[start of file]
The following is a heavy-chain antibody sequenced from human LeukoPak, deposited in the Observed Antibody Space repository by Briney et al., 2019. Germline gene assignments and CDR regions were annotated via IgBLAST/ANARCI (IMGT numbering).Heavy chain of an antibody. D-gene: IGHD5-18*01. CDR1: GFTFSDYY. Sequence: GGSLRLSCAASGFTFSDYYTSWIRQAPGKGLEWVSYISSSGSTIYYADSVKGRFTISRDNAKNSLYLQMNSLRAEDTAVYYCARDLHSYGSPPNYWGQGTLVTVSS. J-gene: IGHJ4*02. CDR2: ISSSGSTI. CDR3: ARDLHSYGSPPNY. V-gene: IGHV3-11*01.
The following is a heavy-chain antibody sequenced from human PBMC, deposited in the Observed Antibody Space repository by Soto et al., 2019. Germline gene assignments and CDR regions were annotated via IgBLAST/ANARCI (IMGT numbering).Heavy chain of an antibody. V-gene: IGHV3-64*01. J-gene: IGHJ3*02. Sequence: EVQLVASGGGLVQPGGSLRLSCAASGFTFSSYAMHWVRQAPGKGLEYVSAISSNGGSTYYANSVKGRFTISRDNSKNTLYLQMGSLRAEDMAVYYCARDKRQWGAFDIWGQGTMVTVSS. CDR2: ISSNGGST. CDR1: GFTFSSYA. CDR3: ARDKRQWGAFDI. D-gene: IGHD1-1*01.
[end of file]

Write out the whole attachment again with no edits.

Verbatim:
The following is a heavy-chain antibody sequenced from human LeukoPak, deposited in the Observed Antibody Space repository by Briney et al., 2019. Germline gene assignments and CDR regions were annotated via IgBLAST/ANARCI (IMGT numbering).Heavy chain of an antibody. D-gene: IGHD5-18*01. CDR1: GFTFSDYY. Sequence: GGSLRLSCAASGFTFSDYYTSWIRQAPGKGLEWVSYISSSGSTIYYADSVKGRFTISRDNAKNSLYLQMNSLRAEDTAVYYCARDLHSYGSPPNYWGQGTLVTVSS. J-gene: IGHJ4*02. CDR2: ISSSGSTI. CDR3: ARDLHSYGSPPNY. V-gene: IGHV3-11*01.
The following is a heavy-chain antibody sequenced from human PBMC, deposited in the Observed Antibody Space repository by Soto et al., 2019. Germline gene assignments and CDR regions were annotated via IgBLAST/ANARCI (IMGT numbering).Heavy chain of an antibody. V-gene: IGHV3-64*01. J-gene: IGHJ3*02. Sequence: EVQLVASGGGLVQPGGSLRLSCAASGFTFSSYAMHWVRQAPGKGLEYVSAISSNGGSTYYANSVKGRFTISRDNSKNTLYLQMGSLRAEDMAVYYCARDKRQWGAFDIWGQGTMVTVSS. CDR2: ISSNGGST. CDR1: GFTFSSYA. CDR3: ARDKRQWGAFDI. D-gene: IGHD1-1*01.